ASEE Prism Magazine - September 2003
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The Phoenix Man

The person who supervised the massive and complex cleanup at the World Trade Center following the terrorist attacks was—what else? An engineer.

- By Warren Cohen

Peter Rinaldi nods to the guards in front of the tall, chain-link fence. They allow him to pass through the gate. Inside, a huge canyon stretches for blocks and American flags hang everywhere. On Sept. 11, 2001, when terrorists flew two commercial jetliners into the twin towers of New York's World Trade Center and obliterated them, Rinaldi was on vacation. That holiday break probably saved his life. Rinaldi, 54, is an engineer for the Port Authority of New York and New Jersey. His offices were on the 72nd floor of the North Tower.

Rinaldi had precious little time to reflect on his fate. He was named lead engineer and oversaw the recovery and cleanup of the WTC, managing a team of some 100 engineers and demolition experts. Rescuers were still frantic that survivors might be buried in the ruins, and the police and fire departments wanted to recover their dead comrades. But the dangerous conditions threatened to take more lives. “It was unprecedented complexity,” Rinaldi says. “We were learning as we went.”

The rubble resembled a giant game of pick-up sticks, Rinaldi says, with debris and steel building walls tangled up to 250 feet in the air across a length equivalent to three and a half football fields. Rinaldi and other engineers risked their lives while tunneling beneath the surface through smoldering, partially collapsed basement floors, and floating through flooded train tunnels on rubber rafts. He recalls seeing five stories of the North Tower, with layers of floor, rug, cement, and steel compressed into 2 feet, looking like soil stratum. But the forays underground were necessary to diagram maps of the disaster to indicate dangerous zones.

Those maps helped identify dangers that could have thwarted the cleanup, such as a potential collapse of the 70-foot-deep concrete walls that held back groundwater. Nearly nine months and 108,342 truckloads of debris later, a final steel column was removed from ground zero, completing the cleanup phase. But there is still much to do. Now Rinaldi is helping solidify the foundation that will house the new buildings that will rise from the ashes of the twin towers.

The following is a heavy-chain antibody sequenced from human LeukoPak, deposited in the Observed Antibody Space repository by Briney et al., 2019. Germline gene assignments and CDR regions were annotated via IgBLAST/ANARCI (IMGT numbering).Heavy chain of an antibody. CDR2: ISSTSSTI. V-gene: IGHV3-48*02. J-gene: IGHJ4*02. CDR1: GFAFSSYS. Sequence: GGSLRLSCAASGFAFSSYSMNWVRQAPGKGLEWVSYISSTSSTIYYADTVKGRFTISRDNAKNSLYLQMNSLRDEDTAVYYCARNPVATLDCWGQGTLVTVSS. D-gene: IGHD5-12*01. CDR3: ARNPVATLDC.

The Bronx native majored in civil engineering at Manhattan College. He later earned a graduate degree at Polytechnic Institute in Brooklyn, where he specialized in geotechnical engineering, which has to do with foundations, soil mechanics, and earthworks. His interest stemmed from the fact that soil, rock, and water don't have the same predictable behaviors as manufactured materials like concrete and steel. “There was room for judgment and creativity,” he says.

After graduating, Rinaldi served as an adjunct professor for many years at Manhattan College, teaching soil mechanics and fluids as well as classes in earth pressures and retaining structures. But the demands of his job with the Port Authority became too much and he gave up teaching about 15 years ago.

The trade center site was too dangerous to allow engineering students to view the cleanup efforts until most of the debris was removed. But now classes are starting to come. Since buildings are rarely “unbuilt” in such a violent manner, Rinaldi says the disaster is unlikely to ever make a university case study, but there are lessons for students to learn from the experience. “It's probably unique in terms of the circumstances,” he says, “but not so unique in the skills and experiences you need to have.”

Firefighters and police have been widely hailed for their bravery during the response to the disaster, but engineers played a crucial role, too. Unlike precise, methodical desk-bound engineering, this job required engineering in action. “What we had to do was not found in engineering books,” says Rinaldi. “We needed experience, intuition, and analysis, and a lot of professional judgment.” Thanks to his experience and training, no lives were lost during the recovery efforts.


Warren Cohen is a freelance writer based in New York City.
He can be reached at


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